COVID-19 / Disaster Response / Fellowship Southwest / immigration

Matamoros immigrant ministry endures perfect storm

By Marv Knox

A perfect storm of calamity—the immigration crisis, COVID-19 and a hurricane—has buffeted Fellowship Southwest’s immigrant relief ministry in Matamoros, Mexico. The needs are dire; the response is sacrificial.

Supplies 1Since 2018, Fellowship Southwest has supported feeding projects on the Gateway International Bridge between Brownsville, Texas, and Matamoros, as well as in the sprawling immigrant camp just south of the bridge. Since this spring, FSW has sponsored the burgeoning immigrant ministry of Pastor Eleuterio González and Iglesia Valle de Beraca further into the city.

González and the church are responsible for feeding and securing shelter for about 1,600 immigrants seeking asylum in the United States. FSW is the church’s sole outside support, although we are trying to connect the rapidly growing ministry to other partners.

Thousands of refugees seeking asylum in the United States have flooded Matamoros and other cities located at ports of entry along the border. In Matamoros, about 6,000 immigrants overflow the tent camp at the northern tip of downtown, on the banks of the Rio Grande.

Food 2With that space completely filled, government officials have opened up shelters elsewhere in the city. González and church volunteers started helping feed and care for immigrants in the overflow effort. When needs outstripped the church’s resources, González reached out for help to Jorge Zapata, associate coordinator of CBF Texas and director of FSW’s Immigrant Relief Ministry.

Since mid-May, FSW has channeled $6,350 to support the church’s immigrant work in Matamoros. Primarily, the funds have paid for food and basic supplies. Thanks to support from several churches, FSW also is purchasing a van for the ministry, so González won’t need to haul refugees across the city in the back of his pickup truck.

The challenges and costs of caring for the Matamoros immigrants are escalating, even as the needs of other pastors in FSW’s immigrant relief network also are growing. The U.S. and Mexican governments’ responses to COVID-19 have slowed the flow of immigrants out of the border cities, so pastors along the border look out upon increasing numbers of refugees who depend upon their care.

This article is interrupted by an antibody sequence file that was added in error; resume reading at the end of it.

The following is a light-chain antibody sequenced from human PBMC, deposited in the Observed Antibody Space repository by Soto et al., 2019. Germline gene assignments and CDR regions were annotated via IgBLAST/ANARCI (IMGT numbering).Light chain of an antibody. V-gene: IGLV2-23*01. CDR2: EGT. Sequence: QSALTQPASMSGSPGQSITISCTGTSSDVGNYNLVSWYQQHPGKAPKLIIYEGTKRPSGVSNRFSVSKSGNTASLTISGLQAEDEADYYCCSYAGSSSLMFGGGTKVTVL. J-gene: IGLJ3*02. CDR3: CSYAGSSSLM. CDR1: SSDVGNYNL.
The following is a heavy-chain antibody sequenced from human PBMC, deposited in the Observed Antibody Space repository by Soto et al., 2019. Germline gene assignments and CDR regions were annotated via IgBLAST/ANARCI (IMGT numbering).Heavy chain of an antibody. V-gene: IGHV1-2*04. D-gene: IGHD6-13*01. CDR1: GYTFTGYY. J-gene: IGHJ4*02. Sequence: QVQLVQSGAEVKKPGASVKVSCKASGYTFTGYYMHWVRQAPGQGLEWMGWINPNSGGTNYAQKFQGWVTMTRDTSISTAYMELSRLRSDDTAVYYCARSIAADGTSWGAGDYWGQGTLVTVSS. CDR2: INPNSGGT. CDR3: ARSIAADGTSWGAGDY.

This summer, the pandemic has made feeding and sheltering them even more complicated. COVID-19 is surging in the region. Immigrants—who do not have space to social distance and who share common eating, bathing and sleeping facilities—especially are vulnerable.

Hanna 1As COVID afflicted the refugees, González recruited help from local doctors who have treated ill immigrants for free. Hospital care is out of the immigrants’ reach, but the pastor has rounded up supplies to treat them as well as possible.

On top of this, Hurricane Hanna flooded large swaths of Matamoros in late July. González Immediately worked to keep the immigrants safe from the winds and out of the waters. Then came putting their makeshift accommodations back in place, plus removing pests—from bugs to rodents to snakes—driven among the refugees by the rising floods.

Fellowship Southwest has provided $2,500 for emergency-relief supplies, and we’re working with CBF Disaster Response, González and volunteers in the region to plan for long-term recovery.

With the pace of change, the refugees—and González—will face new calamities before Cute kids 3the old ones are resolved. Please pray for this ministry to immigrants. Ask God to provide:

  • Immigration reform, which will bless refugees and ease the crisis along the border.
  • Safety and security for immigrants in the shelters and camps—from the elements, from the drug cartels and from the dangers of such close confinement.
  • A hedge of protection from COVID-19, both for the refugees and for the pastors and others who help them.
  • The financial resources Fellowship Southwest and other ministry providers need to continue supporting the pastors and caring for the immigrants.
  • A sense of divine presence—the “peace that surpasses all understanding”—upon these refugees—among the most vulnerable people anywhere.

To support CBF Disaster Response, click here.

To support Fellowship Southwest’s Immigrant Relief Fund, click here.

Marv Knox is coordinator of Fellowship Southwest, a CBF network encompassing Arizona, Oklahoma, New Mexico, northern Mexico, Southern California and Texas.

 

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